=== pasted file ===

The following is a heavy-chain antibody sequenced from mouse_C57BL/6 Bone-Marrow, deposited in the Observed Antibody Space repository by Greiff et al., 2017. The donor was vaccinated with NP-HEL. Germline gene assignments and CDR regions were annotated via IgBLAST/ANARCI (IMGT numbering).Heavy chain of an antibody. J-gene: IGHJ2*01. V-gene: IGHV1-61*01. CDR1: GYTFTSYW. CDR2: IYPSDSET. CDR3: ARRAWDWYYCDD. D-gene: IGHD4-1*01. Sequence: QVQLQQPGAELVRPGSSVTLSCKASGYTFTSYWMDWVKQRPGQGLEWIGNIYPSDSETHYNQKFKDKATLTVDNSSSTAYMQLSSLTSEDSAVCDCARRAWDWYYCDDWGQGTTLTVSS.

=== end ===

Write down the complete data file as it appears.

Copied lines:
The following is a heavy-chain antibody sequenced from mouse_C57BL/6 Bone-Marrow, deposited in the Observed Antibody Space repository by Greiff et al., 2017. The donor was vaccinated with NP-HEL. Germline gene assignments and CDR regions were annotated via IgBLAST/ANARCI (IMGT numbering).Heavy chain of an antibody. J-gene: IGHJ2*01. V-gene: IGHV1-61*01. CDR1: GYTFTSYW. CDR2: IYPSDSET. CDR3: ARRAWDWYYCDD. D-gene: IGHD4-1*01. Sequence: QVQLQQPGAELVRPGSSVTLSCKASGYTFTSYWMDWVKQRPGQGLEWIGNIYPSDSETHYNQKFKDKATLTVDNSSSTAYMQLSSLTSEDSAVCDCARRAWDWYYCDDWGQGTTLTVSS.